Screenshot of Biographische Notizen über Ludwig van Beethoven
Screenshot of Biographische Notizen über Ludwig van Beethoven

So I guess this is it. Inspirational quote officially debunked, with the help of the Internet and the British Library – as per usual. Now – does this matter, at all? Does knowing the original context change, in any way, the “inspiration” coming from the quote?

I think it does. Too often classical music seems to be reduced to easily-digestible aphorisms that often miss the point (“passion is all that matters! – but makes sure you play all the notes correctly – and remember to give a truly original interpretation! – but only if it’s something I’ve already heard from other famous pianists”).

I guess the word “passion” trivialises the original here. Passion can mean anything – you can have passion for running a marathon or ending child poverty – but they’re not equivalent and are not motivated by the same thing. By just labelling it as “passion” it missed on the minutiae of a performance – the knowledge, the feeling, the attentiveness – in a word, the intense care that has to be poured into a performance. Passion? Passion is trivial. And passion alone will not get you to where you want to go.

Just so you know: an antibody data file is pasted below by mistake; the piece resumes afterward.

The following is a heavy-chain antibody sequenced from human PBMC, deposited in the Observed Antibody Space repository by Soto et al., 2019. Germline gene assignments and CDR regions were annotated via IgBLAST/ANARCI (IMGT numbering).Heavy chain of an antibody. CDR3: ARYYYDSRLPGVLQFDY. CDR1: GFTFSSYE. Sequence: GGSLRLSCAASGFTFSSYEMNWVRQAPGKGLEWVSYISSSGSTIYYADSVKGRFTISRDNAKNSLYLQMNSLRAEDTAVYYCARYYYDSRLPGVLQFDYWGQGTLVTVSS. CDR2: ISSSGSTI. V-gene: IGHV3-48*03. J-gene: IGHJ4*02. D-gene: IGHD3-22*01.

"To play a wrong note is insignificant; to play without passion is inexcusable."

Some random person on the Internet

"If I made a mistake in passages or missed notes and leaps which he frequently wanted emphasized he seldom said anything; but if I was faulty in expression, in crescendos, etc., or in the character of the music, he grew angry because, as he said, the former was accidental while the latter disclosed lack of knowledge, feeling, or attentiveness. The former slips very frequently happened to him even when he was playing in public."

As seen in Forbes, Elliot. Thayer's Life Of Beethoven. Princeton University Press, 1967, p. 295. Original: Wegeler, Franz Gerhard, and Ferdinand Ries. Biographische Notizen Über Ludwig Van Beethoven. Bädeker, 1838, pp. 94-95.

This article is part of the Hunting Inspiration series, where I take one “inspirational” quote floating around on the Internet uncredited and try to “hunt down” the original source and reflect on whether knowing the original context in any way changes the meaning of that singular quote. Read the rest of the series here.